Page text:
That evening at supper all Hraegunar’s hired men, freemen, the women and children of the stead and the slaves attended their usual places, save for the men out raiding and one dwarf slave named Dvalin. Hraerik’s stepmother, Kraka, sat alone in the highest high seat, which she normally shared with Hraegunar. Hraelauger’s high seat to her right sat empty, but on her left Hraerik shared his high seat with Dvalin, who was dressed in his finest attire, a patchwork of colourful rags. The matching high seats on the opposite side of the hall were empty, reserved only for guests of high station. Below them the people of Hraegunarstead were occupied with their meals, sitting at the ends of their sleeping benches or on stools with their trencherplates on their laps, devouring roasted and boiled meats, baked breads, meal cakes, curds and cheeses, then washing them down with milk or ale.
Kraka marked a tendril of smoke as it fled the flames of a nearby hearth, spiraling past a sooty crossbeam, up into the rafter poles, where it joined with a band of smoke playing about the thatch while seeking a smokehole through which to escape out into the cool night air. She was worried about her son, Hraelauger. “Much like smoke a child is,” she mused, absorbed in her melancholy reverie. Dvalin chose this inopportune moment to belch loudly. Kraka began shaking her head slowly, first left, then right and her silver-blonde hair danced about her shoulders. Finally, staring into the trencher that was laid across her lap she said, “I never thought I’d see the day when a slave would sit upon a high seat of Hraegunar’s. And a dwarf at that! What is this world coming to?” she asked of Hraerik this seemingly eternal question.
“Mother,” Hraerik sighed, breaking away from his third helping, “you know full well that I have taken Dvalin aside and extended him some freedom in faith of what he proposes to do.” Hraerik felt Dvalin shifting nervously beside him.
“Freedom is one thing,” she said, rising from her seat. Her trencher, which she held a little away from her body, hung down, threatening momentarily to drop from her fingertips. She was a splendid woman, tall and lithe with a gracefulness that belied her age. “But from hearth to highseat in a day is quite another. Hraegunar shall hear about this when he returns.” Kraka turned, stepped down from the dais and walked away. A slender bondmaiden rushed behind her, caught up the trencher and followed her into the chamberway.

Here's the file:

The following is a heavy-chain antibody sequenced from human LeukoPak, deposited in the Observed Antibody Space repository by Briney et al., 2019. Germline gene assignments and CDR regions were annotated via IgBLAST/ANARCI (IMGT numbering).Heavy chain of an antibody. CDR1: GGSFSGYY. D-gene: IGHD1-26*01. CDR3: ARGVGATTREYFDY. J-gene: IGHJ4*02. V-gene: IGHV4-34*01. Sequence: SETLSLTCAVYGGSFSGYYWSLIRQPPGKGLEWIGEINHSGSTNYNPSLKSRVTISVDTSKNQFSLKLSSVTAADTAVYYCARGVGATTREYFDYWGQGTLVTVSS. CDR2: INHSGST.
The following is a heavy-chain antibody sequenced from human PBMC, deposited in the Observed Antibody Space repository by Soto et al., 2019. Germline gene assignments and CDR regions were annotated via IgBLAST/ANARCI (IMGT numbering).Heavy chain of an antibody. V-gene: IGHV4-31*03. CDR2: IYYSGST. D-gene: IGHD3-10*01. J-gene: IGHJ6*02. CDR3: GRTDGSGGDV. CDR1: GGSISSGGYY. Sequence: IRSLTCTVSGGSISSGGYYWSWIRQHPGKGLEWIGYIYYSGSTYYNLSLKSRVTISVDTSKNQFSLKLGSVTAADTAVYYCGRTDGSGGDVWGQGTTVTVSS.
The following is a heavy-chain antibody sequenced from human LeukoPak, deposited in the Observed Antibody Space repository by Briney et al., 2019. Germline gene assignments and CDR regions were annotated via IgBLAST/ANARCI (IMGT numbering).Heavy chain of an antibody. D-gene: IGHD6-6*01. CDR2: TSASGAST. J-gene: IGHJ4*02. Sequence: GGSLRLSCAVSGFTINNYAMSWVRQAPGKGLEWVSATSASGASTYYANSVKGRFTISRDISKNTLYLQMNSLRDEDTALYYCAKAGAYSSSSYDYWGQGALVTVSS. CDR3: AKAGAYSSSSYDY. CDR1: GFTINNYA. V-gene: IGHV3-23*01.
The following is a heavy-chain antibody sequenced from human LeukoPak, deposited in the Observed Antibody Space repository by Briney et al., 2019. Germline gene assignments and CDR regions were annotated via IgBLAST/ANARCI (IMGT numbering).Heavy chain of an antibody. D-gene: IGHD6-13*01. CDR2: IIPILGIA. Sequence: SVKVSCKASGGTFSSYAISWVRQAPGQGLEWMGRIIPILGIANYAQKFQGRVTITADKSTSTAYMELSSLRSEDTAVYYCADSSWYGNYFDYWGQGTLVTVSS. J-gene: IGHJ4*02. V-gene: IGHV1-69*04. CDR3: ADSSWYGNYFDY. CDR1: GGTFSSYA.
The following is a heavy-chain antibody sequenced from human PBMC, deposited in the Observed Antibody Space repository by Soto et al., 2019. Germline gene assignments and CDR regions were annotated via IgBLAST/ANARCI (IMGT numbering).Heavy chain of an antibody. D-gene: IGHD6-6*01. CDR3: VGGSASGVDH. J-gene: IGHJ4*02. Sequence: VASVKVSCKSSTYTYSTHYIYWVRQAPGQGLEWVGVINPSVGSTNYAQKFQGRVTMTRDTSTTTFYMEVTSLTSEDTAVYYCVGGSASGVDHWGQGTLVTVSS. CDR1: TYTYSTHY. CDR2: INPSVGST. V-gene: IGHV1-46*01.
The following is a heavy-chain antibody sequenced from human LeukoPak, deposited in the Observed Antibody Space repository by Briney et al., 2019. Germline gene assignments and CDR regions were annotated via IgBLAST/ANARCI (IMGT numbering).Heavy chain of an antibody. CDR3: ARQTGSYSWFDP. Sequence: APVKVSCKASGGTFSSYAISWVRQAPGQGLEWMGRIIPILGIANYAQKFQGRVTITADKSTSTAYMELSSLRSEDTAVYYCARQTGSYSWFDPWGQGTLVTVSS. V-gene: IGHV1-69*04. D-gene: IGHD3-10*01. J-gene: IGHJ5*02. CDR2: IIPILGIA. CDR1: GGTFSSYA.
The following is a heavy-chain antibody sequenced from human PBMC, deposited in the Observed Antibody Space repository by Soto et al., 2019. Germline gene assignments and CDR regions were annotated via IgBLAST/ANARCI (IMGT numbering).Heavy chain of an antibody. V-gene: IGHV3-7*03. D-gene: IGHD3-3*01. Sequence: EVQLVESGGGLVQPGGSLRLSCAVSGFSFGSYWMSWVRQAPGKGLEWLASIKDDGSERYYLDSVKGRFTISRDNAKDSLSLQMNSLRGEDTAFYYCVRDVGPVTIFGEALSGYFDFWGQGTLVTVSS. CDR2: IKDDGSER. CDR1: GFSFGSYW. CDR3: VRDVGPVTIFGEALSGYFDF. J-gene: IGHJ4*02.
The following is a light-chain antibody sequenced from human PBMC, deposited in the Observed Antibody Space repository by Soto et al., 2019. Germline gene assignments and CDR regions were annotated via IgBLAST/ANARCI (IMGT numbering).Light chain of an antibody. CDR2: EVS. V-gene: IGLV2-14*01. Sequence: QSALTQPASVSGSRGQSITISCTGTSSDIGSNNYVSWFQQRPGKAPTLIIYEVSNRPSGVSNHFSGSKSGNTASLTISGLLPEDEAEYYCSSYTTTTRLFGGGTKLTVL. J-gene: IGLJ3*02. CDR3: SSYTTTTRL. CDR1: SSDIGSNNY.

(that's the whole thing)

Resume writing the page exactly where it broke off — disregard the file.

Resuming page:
Hraerik watched his stepmother disappear and it suddenly struck him how much she had aged. “Soon she shall walk upon the bitter green,” he thought, then returned his attention to the trencher upon his lap. Dvalin, too, resumed his meal, savouring the choice cuts of the high seat spread.
“You said there was a price,” Hraerik started, “a price that is paid when working the star stone. Has it to do with the peculiar glow of the metal?”
“It is precisely the glow!” the dwarf cried, then continued his repast. While Hraerik watched impatiently, he finished his plate, smacked his chops and wiped his mouth on his cuff. “Stones that glow like yours, I have never actually seen before, but I have heard of them. My grandfather told me of a blade that was forged from a star stone that glowed thus. It is heavenly poisoned, this steel, and when forged to an edge it is death to any man it cuts, for, no matter how insignificant the injury, the wound never heals. We must be very careful when we work it.” Dvalin looked about the hall nervously, his eyes finally coming to rest at his old spot among the ashes of his former hearth.
“There is more?”
“It is said,” the dwarf sputtered, staring into the flames of the hearth, “that the blade must always be sheathed still smothered in the blood of its last victim, or it will be the death of its owner.”
“Does it smite the hand that wields it?” Hraerik laughed.
“It is no joking matter,” Dvalin answered palely. “The man who carries the unquenched blade, a blade cooled only in human blood, is set upon by a disease that sours his own blood and, over time, he turns quite ash grey and dies!”
“I am not sure I am willing to pay such a price for this sword you propose,” Hraerik replied, turning suddenly grave.
“I believe the choice is beyond us both, for you have the stone and I have the skill and we’ll both be loath not to use them; when the forging becomes difficult…I will put the edge on the blade, for that is when it is most dangerous…when the blade has not yet been consummated in the blood of a human being.”
Over the course of the next week Hraerik had his father’s hired men about on errands. Some he sent off in search of the hardest coals they could find, while others he sent to neighbouring steads looking for the largest bellows they could borrow.